Philip K. Dick remarked that the right series of words could destroy you . It’s also true, I feel, that the right combination of light, sound and vision could recreate you. In the electronic surround of social media, the right link could function as a portal—a virtual hierophany—breaking through slogging clickbait to confront you with an encounter with the bonafide Other. This video, “To Thee Homage,” is one such slipstream. It pulls at you with its felt presence. Perhaps it’s the subject matter, that is the “Matrimandir” or “Universal Mother”; a building that functions as the “soul” of the budding city called Auroville , intended to be a “living laboratory” for the esoteric experiment of Sri Aurobindo and Mirra Alfassa. They called their spiritual practice “Integral Yoga” and intended it to be something other than religion as we know it.
So, what is it about this video? I have never visited Auroville, located in Pondicherry, India, but I intuit the sense from this and other images that Matrimandir isn’t just some strange architecture that catches the eye, merely a distraction from the digital mundane, but an interruption from the conception of human culture as we have known it. The philosophical and spiritual message of Sri Aurobindo’s work had been about latency; about unfolding futures and the planetization of human consciousness. Places that explore this future function are “living laboratories”, what William Irwin Thompson called “planetary demes”. Mutational spaces where innovation and social intensification could take place. These demes, according to Thompson, extended beyond Auroville to be bound up with Findhorn, Esalen Institute, the Lindisfarne Association and many others to do the messy, laborious work involved in imagining something beyond civilization. In Darkness and Scattered Light, Thompson refers to these kind of places as meta-industrial villages:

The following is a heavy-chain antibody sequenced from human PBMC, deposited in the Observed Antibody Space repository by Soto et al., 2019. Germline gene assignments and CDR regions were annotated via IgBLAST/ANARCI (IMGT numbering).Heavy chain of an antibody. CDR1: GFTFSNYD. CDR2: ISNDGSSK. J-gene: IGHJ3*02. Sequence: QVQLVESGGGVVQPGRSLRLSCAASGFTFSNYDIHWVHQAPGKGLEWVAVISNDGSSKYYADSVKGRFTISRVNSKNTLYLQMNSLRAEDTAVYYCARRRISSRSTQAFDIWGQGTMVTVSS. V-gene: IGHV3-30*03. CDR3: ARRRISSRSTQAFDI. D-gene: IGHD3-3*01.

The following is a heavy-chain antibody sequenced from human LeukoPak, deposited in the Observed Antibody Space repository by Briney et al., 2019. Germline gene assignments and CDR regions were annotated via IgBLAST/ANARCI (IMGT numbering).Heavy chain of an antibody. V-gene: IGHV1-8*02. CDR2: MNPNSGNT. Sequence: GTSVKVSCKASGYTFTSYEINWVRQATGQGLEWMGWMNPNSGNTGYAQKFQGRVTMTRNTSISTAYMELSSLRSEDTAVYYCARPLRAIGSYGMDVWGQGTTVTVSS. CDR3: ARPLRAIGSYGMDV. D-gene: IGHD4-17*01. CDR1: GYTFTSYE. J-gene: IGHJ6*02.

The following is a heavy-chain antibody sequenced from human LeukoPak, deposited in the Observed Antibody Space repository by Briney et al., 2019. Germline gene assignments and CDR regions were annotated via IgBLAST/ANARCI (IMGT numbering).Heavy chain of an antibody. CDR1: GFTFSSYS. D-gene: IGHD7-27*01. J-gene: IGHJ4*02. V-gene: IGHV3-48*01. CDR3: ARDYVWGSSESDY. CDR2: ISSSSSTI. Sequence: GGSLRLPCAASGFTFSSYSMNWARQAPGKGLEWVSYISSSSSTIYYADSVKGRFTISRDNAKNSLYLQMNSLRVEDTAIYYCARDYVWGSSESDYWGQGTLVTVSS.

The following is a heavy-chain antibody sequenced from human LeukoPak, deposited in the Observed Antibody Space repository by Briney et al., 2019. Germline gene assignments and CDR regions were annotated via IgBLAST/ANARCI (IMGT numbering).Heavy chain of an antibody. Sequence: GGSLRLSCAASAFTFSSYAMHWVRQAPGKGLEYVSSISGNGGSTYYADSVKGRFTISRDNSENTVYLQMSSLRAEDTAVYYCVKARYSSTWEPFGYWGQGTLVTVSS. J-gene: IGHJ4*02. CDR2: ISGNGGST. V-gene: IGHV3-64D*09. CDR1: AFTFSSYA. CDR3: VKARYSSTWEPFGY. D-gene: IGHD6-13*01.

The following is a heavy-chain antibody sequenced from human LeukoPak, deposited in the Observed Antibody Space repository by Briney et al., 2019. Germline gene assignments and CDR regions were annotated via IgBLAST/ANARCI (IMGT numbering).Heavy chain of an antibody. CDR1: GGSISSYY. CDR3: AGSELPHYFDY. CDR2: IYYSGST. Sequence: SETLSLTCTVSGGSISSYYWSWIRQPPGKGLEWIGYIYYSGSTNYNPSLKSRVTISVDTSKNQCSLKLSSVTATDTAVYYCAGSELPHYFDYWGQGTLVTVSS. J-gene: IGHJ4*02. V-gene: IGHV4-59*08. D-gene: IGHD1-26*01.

The metaindustrial village is such a deme; it is a place in which the four cultural forces are completely expressed. [The planetization of nations, the decentralization of cities, the miniaturization of technology, the interiorization of consciousness.] The metaindustrial village is a turn on the spiral back toward the preindustrial village, but it is not the preindustrial village; for with electronics, complex informational flow on a global level, and higher states of consciousness from a contemplative education, it is not a return to the “idiocy of rural life.” 
I could argue these mutational wellsprings are needed more than ever in our time. They take on a new form, presently—sublimated into distributed efforts, much like the structure of the web itself. This is an intensification. Most important for this phase of experimental culture building is the necessity to interiorize these ideas and bring them with us into our networks. Into the multitudes that make up the body of a world bursting at the seams and breaking open at the edges of the Anthropocene. Maybe through watching this video—uncanny iconography for our LCD screens— we can take something back into our hearts that just might evoke the spirit of Matrimandir, to allow us to relate to each other differently in our local, global, planetary efforts.
Do you feel it? Does this video pull at something hidden within you?
 See Philip K. Dick, VALIS.
 See “Building Matrimandir, a labor of love”
 See William Irwin Thompson, Darkness and Scattered Light
 Check out the wonderful documentary on Auroville, “Journey to the City of Dawn“